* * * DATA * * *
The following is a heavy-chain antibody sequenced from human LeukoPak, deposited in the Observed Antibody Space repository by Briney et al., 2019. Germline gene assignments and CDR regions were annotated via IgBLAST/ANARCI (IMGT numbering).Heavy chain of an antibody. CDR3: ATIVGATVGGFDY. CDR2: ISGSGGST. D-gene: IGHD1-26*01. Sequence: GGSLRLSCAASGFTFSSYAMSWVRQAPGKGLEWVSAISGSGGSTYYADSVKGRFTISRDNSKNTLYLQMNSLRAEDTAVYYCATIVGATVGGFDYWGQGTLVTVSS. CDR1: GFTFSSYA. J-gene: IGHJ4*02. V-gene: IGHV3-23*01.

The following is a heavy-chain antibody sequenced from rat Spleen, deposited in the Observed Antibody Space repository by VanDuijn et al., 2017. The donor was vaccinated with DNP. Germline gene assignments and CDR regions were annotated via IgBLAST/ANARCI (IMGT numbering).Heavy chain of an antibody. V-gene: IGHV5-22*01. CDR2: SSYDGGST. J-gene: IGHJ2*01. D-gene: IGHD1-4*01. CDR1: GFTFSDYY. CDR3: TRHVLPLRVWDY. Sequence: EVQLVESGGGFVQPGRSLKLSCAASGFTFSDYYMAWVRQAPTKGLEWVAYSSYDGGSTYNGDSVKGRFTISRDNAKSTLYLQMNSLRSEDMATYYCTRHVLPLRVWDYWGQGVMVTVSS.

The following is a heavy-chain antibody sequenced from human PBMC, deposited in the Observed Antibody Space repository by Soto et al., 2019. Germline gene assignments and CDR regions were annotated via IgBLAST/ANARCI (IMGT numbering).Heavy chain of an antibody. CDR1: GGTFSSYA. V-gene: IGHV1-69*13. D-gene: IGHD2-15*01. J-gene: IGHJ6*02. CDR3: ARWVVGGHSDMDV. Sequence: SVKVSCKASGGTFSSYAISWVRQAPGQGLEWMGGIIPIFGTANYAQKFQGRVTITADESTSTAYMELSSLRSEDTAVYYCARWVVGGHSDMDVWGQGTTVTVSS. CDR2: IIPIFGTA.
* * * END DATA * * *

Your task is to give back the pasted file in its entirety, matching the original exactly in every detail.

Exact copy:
The following is a heavy-chain antibody sequenced from human LeukoPak, deposited in the Observed Antibody Space repository by Briney et al., 2019. Germline gene assignments and CDR regions were annotated via IgBLAST/ANARCI (IMGT numbering).Heavy chain of an antibody. CDR3: ATIVGATVGGFDY. CDR2: ISGSGGST. D-gene: IGHD1-26*01. Sequence: GGSLRLSCAASGFTFSSYAMSWVRQAPGKGLEWVSAISGSGGSTYYADSVKGRFTISRDNSKNTLYLQMNSLRAEDTAVYYCATIVGATVGGFDYWGQGTLVTVSS. CDR1: GFTFSSYA. J-gene: IGHJ4*02. V-gene: IGHV3-23*01.

The following is a heavy-chain antibody sequenced from rat Spleen, deposited in the Observed Antibody Space repository by VanDuijn et al., 2017. The donor was vaccinated with DNP. Germline gene assignments and CDR regions were annotated via IgBLAST/ANARCI (IMGT numbering).Heavy chain of an antibody. V-gene: IGHV5-22*01. CDR2: SSYDGGST. J-gene: IGHJ2*01. D-gene: IGHD1-4*01. CDR1: GFTFSDYY. CDR3: TRHVLPLRVWDY. Sequence: EVQLVESGGGFVQPGRSLKLSCAASGFTFSDYYMAWVRQAPTKGLEWVAYSSYDGGSTYNGDSVKGRFTISRDNAKSTLYLQMNSLRSEDMATYYCTRHVLPLRVWDYWGQGVMVTVSS.

The following is a heavy-chain antibody sequenced from human PBMC, deposited in the Observed Antibody Space repository by Soto et al., 2019. Germline gene assignments and CDR regions were annotated via IgBLAST/ANARCI (IMGT numbering).Heavy chain of an antibody. CDR1: GGTFSSYA. V-gene: IGHV1-69*13. D-gene: IGHD2-15*01. J-gene: IGHJ6*02. CDR3: ARWVVGGHSDMDV. Sequence: SVKVSCKASGGTFSSYAISWVRQAPGQGLEWMGGIIPIFGTANYAQKFQGRVTITADESTSTAYMELSSLRSEDTAVYYCARWVVGGHSDMDVWGQGTTVTVSS. CDR2: IIPIFGTA.